Medical Journal Editorial on U.S. Maternal Mortality as a Human Rights Failure
By Rachel Walden — March 21, 2011
The March editorial for the journal Contraception frames rates of maternal mortality in the United States “not just a matter of public health, but a human rights failure.” The authors, from WomanCare Global, AWHONN, and Amnesty International, explain the problem:
The rise of maternal deaths in the United States is historic and worrisome. In 1987, maternal death ratios hit the all-time low of 6.6 deaths per 100,000 live birth. These ratios were essentially maintained for more than a decade. Around 2000, the ratio began to increase and has since nearly doubled, hovering between 12 and 15 deaths per 100,000 live births between 2003 and 2007…’near misses’ (maternal complications so severe the woman nearly died) have also increased by 27% between 1998 and 2005, now affecting approximately 34,000 women a year; and appalling disparities in maternal health outcomes exist between racial and ethnic groups, and among women living in different parts of the United States.
The authors draw attention to troublesome disparities, noting that “for the last 50 years, black women who give birth in the United States have been approximately four times as likely to die as white women,” although they do not seem to have higher rates of medical complications that are common causes of maternal death and hemorrhage. They also note that 25% of white women, 32% of black women and 41% of American Indian and Alaska Native women do not receive adequate prenatal care.
Authors Francine Coeytaux, Debra Bingham, and Nan Strauss explore possible reasons for the increase in maternal mortality, including lack of access to prenatal care, primary care, and insurance, inadequate or poor quality intrapartum care, limited postpartum care, overuse of medical interventions, and a lack of data collection and accountability.
They conclude with a call to action focused on systemic change, rather than smaller interventions in the health of individual women, arguing that “system-level improvements ensuring a uniformly high quality of care are also needed, and these improvements are beyond the control of the individual woman or an individual provider.” Action steps outlined in the piece include initiating, supporting and advancing legislation to reduce maternal mortality through improving care and reducing disparities, expanding data collection and analysis, and investigating more thoroughly why maternal deaths and injuries happen in the U.S. and taking steps to reduce those causes.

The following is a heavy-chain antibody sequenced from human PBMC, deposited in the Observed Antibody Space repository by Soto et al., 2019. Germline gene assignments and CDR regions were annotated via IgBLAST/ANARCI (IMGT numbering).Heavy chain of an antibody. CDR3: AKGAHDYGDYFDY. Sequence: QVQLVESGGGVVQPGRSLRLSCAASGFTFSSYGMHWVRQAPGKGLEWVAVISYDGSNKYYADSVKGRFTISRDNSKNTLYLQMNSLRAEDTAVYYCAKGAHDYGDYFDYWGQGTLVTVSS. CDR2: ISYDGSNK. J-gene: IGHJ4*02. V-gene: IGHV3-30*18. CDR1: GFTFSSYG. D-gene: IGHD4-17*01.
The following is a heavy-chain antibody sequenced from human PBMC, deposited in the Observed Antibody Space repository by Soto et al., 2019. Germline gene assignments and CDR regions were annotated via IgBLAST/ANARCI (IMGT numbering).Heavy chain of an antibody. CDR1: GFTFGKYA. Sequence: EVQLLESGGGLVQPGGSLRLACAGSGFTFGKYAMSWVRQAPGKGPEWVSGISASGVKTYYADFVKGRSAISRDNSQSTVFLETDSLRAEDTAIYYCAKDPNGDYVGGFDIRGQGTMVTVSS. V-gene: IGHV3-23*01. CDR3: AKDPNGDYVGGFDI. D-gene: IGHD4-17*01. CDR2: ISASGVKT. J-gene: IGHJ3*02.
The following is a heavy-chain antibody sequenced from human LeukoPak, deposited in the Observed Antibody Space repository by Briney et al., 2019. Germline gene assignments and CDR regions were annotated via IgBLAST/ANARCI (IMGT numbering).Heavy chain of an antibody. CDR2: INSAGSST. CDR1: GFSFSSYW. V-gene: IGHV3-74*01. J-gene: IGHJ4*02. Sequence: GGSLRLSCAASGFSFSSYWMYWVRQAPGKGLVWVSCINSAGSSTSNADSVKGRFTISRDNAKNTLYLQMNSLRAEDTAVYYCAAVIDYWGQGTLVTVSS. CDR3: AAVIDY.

This and other editorials from Contraception are freely available online.
The fact that maternal mortality has doubled does not surprise me. I work on a postpartum unit with high risk patients. Most of these patients are over 40 and have co-morbidities already. This places the infant at risk and mother. More women are also having IVF or other assistance in getting pregnant. Being that the body did not want to get pregnant in the first place may have been a protective factor to save the mother from serious injury or death. Going to the clinic is for the sick, pregnant women are not sick and therefore don’t go to their visits. Most women are also dealing with the stress of working, being a mother and wife. All these responsibilities make women put themselves last and therefore their health suffers.
I commend Women’s Care Global, AWHONN, and Amnesty International for shedding light to this issue and I am hoping that the politicians that hear this plea with act appropriately.
I am not surprised by the increase in maternal mortality. I am a PhD prepared researcher in high-risk pregnancy. As I have conducted my research across the past 20+ years and made numerous observations of obstetric care, several things strike me. First, there has been almost no attempt to improve prenatal care by exploring new models that could improve both maternal and fetal outcome. The same model of prenatal care has been used to decades despite evidence that indicates the current model does not work well for minority women and for women with complications. We know such women are at increased risk. They need to be seen earlier in the pregnancy and more frequently to prevent or reduce complications rather than waiting until they occur. “Woman Care” to prevent adverse outcomes of pregnancy also needs to be extended to focus on preventive care that should begin far before a pregnancy. Healthy children lead to healthy childbearing women.
Second there is a continued and increased use of medical interventions to “treat” women with high risk pregnancy that are often un necessary and also not based upon in solid evidence for their effectiveness. For example, we know that maternal risk is increased by at least 50% when a cesarean section is done. Yet, our elective cesarean section continues to rise. Similarly elective inductions are not without risk yet women are offered the option to be induced when there is not indication. There is also a continued use of several physically invasive treatments and treatments with major side effects to prevent preterm birth whose effectiveness has not been demonstrated or is marginal. In addition, these problems are complicated by a general resistance to change among obstetricians which leads to doing to same things year after year without seriously examining the quality of obstetric care. Lastly there appears to be a lack of medical profession leadership in addressing discrepancies in the delivery of quality of obstetric care and in implementing evidence based care.